As for the diesel automotive market, there are 45 great diesel car truck or van choices today by a dozen manufacturers representing 10 brands. We are excited about the ‘diesel pickup truck wars’ about to get underway between Chevrolet, Ford and Ram, which are all offering full-size diesel options in their most popular model of pickup trucks. SUVs and larger vehicles really are a sweet spot for what diesel offers and new diesel introductions there just happen to be in the long-standing top selling products as well, where some greater fuel efficiency could have a big impact across a large purchase base. We have a range of tools and information available to convey this information to anyone interested.


Diesel vs. Electric

Do you think there will always be a place for diesel-powered equipment for heavy-duty applications? Why or why not?

Yes, without hesitation. The great diversity of demands for reliable and durable engine power in any place, condition or circumstance is not changing. I am reminded of recent images of excavators and track-type tractors creating barriers, clearing away debris and opening roads along the coast in hurricane-ravaged portions of the Carolinas, where electrical power was out for days. I saw high-ground-clearance National Guard vehicles rushing down to deliver aid and security. I heard of businesses relying on diesel generators during the power outages. The combination of features diesel offers – energy efficiency, power density, reliability, durability – are hard to beat. That’s why diesel is still number one today across 15 sectors of the global economy.


What would electric power sources have to achieve in order to replace the diesel engine for heavy-duty applications?

Just imagine the vast array of engines, machines, vehicles and equipment that perform work every day. At best, electrification is most likely to be a niche impact.

It’s a multi-dimensional analysis – the numbers of acquisition, owning and operating obviously have to make a compelling case. This is harder than it sounds, because so much influence for purchasing new technologies comes from one-time incentives, government or private inducements to acquire new technology or infrastructure. Those inducements won’t always be there, so longer-range questions looking 10 years out and beyond should be asked. For contractors or truckers, there is also the question of how a switch of technology would play with the rest of the business, since it is unlikely to switch entirely all at once.

As with any major decision, there is also the ‘gut feeling’ part, which is often the key part. Why are we doing this? Will new market entrant manufacturers, who are promising so much, still be around in 25 years to support my investments in their products and technologies? Do these new manufacturers have the level of nationwide service that we have become accustomed to? If I have a problem with 100 of their vehicles or equipment, are they going to stand behind it?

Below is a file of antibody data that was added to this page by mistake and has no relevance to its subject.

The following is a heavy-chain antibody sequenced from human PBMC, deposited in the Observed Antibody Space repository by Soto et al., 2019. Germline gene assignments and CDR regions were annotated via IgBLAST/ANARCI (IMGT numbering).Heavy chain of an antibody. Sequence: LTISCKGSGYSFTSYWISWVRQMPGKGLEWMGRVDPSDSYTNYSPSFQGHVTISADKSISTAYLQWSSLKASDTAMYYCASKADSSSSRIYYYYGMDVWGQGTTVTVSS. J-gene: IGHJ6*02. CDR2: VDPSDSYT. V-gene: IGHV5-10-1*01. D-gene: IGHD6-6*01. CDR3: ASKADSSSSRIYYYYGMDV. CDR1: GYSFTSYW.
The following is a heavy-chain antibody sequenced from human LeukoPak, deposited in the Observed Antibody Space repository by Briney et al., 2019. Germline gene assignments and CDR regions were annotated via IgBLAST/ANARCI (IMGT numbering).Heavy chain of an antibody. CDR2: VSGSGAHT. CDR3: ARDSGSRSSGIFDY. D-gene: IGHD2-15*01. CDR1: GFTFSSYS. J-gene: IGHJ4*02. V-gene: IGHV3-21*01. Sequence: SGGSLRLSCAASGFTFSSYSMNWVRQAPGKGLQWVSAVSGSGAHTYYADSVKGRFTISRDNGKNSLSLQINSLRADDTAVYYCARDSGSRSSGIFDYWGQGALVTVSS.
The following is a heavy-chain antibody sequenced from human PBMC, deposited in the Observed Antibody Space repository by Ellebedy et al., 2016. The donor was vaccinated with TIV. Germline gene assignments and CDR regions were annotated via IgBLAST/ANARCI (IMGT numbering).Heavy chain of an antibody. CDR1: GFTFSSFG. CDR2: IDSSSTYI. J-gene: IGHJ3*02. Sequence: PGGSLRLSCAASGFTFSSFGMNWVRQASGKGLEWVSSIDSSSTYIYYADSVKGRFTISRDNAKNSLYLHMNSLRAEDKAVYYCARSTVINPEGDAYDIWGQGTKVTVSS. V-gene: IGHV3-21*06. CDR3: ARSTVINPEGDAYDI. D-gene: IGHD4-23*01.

What do you think is the next step for emissions regulations after Tier 4 Final and Stage V?

Clearly there is a broader and deeper focus now on in-use emissions performance. Moving out of just laboratory certification testing, manufacturers want to reduce redundancy in testing and see opportunity in the next step of emissions regulations. There are also some big tradeoff issues relative to setting standards for each of the competing objectives of lower greenhouse gas emissions and reduced particulate and NOx emissions. Whatever any next step is, there will be an interest in a nationwide regulatory approach; that we can say with confidence.


Challenges & Opportunities

What excites you about the future of the heavy-duty vehicle market?

I’m excited by the new applications for diesel technology I see happening, and watching them coming to market. Many manufacturers have begun combining diesel engines with alternate powertrains, creating hybrid diesel-electric applications. We’ve seen this especially applied to technologies used around port operations. These hybrid machines combine the power and efficiency of the diesel engine with the possibilities of battery technology. In some applications, manufacturers are adding geo-locating technology too, so engines can automatically switch from battery-only operation dock-side at the port, to diesel-only operation when hauling power is needed on the road.


Where are the challenges you are either currently dealing with, or foresee down the road?

The biggest challenges down the road will be how and if all these exciting new technologies and innovations on engines and equipment make it into the market in significant numbers. For that to happen, you need the right kind of economy and the confidence in the user industries to make and sustain those investments.

There is also a tremendous opportunity to modernize and upgrade many older engines and equipment used in off-road and other key sectors. When we learn that an engine that was supposed to have a useful life of 15 or 20 years is still operating at 30+ years – it is a testament to the technology, but that user is missing out on the advantages of the new generation of technology: productivity, safety, efficiency, performance. Getting more newer technology to work benefits everyone.

Other challenges are bigger ones: politically motivated ideology fueling actions not based in fact or reality. Case in point: proposed bans on all internal combustion engines in the future. These kinds of statements I think will be detrimental and backfire politically and practically. Consumers of all types want and need choice. Plus, such decisions are shortsighted: there are investments being made in renewable fuels, usable in internal combustion engines, that demonstrate enormous benefits in reducing greenhouse gas emissions. Eliminating the internal combustion engine would negate these benefits, at enormous expense – not only the purchase of untested technology, but the costs of setting up new infrastructure and dismantling the old one. Tackling global warming requires many solutions, and next-generation internal combustion engine technologies, including diesel, will be part of that solution.